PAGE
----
Commentary

What Do School Districts and the Post Office have in Common?

Employees that are paid for not working!

As Jonathan Butcher explains at Jay P. Greene’s education blog:

Apparently, the U.S. Post Service shells out $1 million every week to “pay thousands of employees to sit in empty rooms and do nothing.” Mail volume has slid 12.6% compared to last year, and the Post Office simply can’t find enough to do to keep postal workers busy. “So they sit — some for a few hours, others for entire shifts…They spend their days holed up in rooms — conference rooms, break rooms, occasionally 12-foot-by-8-foot storage closets…” Funny, this reminds me of grad school (without the free food).

The employees can’t be fired due to union rules, of course. Not only that, but workers at slower post offices can’t even be reassigned to busier locations.

Why does this sound familiar? Because teacher union rules in New York City created something remarkably similar. As The New Yorker pointed out recently (and noted on jaypgreene.com here) , teachers unions have some 600 teachers in the city sit in “rubber rooms,” playing cards, chatting, or fighting over folding chairs. These teachers get their summers off and are getting paid their full salary (in some cases upwards of $100,000 a year).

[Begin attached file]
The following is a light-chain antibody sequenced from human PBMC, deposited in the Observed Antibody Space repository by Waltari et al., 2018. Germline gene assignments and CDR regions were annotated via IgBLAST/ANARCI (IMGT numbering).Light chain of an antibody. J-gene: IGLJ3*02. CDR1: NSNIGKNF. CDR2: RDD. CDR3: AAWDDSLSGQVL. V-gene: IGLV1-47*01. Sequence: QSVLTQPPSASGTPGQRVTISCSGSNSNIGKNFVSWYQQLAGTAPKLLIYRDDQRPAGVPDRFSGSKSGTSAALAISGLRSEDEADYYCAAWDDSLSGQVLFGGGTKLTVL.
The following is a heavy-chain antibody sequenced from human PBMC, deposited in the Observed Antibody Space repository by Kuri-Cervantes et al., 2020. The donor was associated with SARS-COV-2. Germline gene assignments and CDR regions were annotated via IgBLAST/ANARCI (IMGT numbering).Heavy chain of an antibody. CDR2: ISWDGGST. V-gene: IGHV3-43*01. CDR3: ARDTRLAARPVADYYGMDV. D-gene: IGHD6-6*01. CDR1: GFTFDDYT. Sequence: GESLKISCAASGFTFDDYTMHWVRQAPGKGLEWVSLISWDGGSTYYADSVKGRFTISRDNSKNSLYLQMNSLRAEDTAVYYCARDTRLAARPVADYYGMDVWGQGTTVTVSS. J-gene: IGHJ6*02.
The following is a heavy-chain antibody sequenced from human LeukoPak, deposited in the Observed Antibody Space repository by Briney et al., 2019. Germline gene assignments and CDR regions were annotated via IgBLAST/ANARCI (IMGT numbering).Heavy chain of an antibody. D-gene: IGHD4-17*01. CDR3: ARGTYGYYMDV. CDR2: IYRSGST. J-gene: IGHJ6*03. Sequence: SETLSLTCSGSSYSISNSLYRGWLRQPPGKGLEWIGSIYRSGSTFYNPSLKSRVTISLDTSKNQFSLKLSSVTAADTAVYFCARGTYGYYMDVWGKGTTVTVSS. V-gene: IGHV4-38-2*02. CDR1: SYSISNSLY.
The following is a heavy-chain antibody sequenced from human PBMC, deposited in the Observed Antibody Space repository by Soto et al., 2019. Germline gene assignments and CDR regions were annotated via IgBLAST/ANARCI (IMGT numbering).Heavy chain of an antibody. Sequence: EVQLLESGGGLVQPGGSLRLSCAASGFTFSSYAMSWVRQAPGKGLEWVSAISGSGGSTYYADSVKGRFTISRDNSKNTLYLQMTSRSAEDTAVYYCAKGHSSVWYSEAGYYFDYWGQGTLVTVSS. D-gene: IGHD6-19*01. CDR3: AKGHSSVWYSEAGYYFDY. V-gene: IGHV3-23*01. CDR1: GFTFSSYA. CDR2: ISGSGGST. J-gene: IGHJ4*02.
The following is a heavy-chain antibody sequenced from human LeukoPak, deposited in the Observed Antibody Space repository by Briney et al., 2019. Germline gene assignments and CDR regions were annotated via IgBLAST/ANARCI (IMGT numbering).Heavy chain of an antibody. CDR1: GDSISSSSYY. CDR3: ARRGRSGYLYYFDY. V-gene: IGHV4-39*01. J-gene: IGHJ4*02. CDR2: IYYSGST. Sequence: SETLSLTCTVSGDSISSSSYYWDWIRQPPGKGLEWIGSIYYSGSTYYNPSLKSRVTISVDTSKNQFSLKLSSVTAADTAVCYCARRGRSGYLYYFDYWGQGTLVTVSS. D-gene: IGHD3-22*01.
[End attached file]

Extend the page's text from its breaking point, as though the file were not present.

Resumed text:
Lisa Snell is the director of education and child welfare at Reason Foundation, a nonprofit think tank advancing free minds and free markets.

Snell has frequently testified before the California State Legislature and numerous other state legislatures and government agencies. She has authored policy studies on school finance and weighted student funding, universal preschool, school violence, charter schools, and child advocacy centers.

Snell is a frequent contributor to Reason magazine, School Reform News and Privatization Watch. Her writing has also appeared in Education Week, Edutopia, The Wall Street Journal, USA Today, San Francisco Chronicle, Orange County Register, Los Angeles Times, and numerous other publications.

Ms. Snell is also an advisory board member to the National Quality Improvement Center for the Children's Bureau; is on the charter school accreditation team for the American Academy for Liberal Education; and serves as a board member for the California Virtual Academy.

Before joining Reason Foundation, Snell taught public speaking and argumentation courses at California State University, Fullerton. She earned a Master of Arts in communication from California State University, Fullerton.